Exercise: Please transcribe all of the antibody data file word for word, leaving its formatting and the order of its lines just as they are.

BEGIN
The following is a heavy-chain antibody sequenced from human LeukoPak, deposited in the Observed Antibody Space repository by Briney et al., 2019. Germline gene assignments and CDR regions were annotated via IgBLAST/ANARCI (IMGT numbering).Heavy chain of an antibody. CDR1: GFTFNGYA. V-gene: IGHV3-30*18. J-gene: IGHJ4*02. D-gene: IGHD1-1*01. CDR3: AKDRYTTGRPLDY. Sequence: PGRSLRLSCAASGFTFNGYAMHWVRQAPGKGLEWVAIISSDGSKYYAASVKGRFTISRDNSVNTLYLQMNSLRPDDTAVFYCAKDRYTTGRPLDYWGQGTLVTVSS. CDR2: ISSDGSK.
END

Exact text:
The following is a heavy-chain antibody sequenced from human LeukoPak, deposited in the Observed Antibody Space repository by Briney et al., 2019. Germline gene assignments and CDR regions were annotated via IgBLAST/ANARCI (IMGT numbering).Heavy chain of an antibody. CDR1: GFTFNGYA. V-gene: IGHV3-30*18. J-gene: IGHJ4*02. D-gene: IGHD1-1*01. CDR3: AKDRYTTGRPLDY. Sequence: PGRSLRLSCAASGFTFNGYAMHWVRQAPGKGLEWVAIISSDGSKYYAASVKGRFTISRDNSVNTLYLQMNSLRPDDTAVFYCAKDRYTTGRPLDYWGQGTLVTVSS. CDR2: ISSDGSK.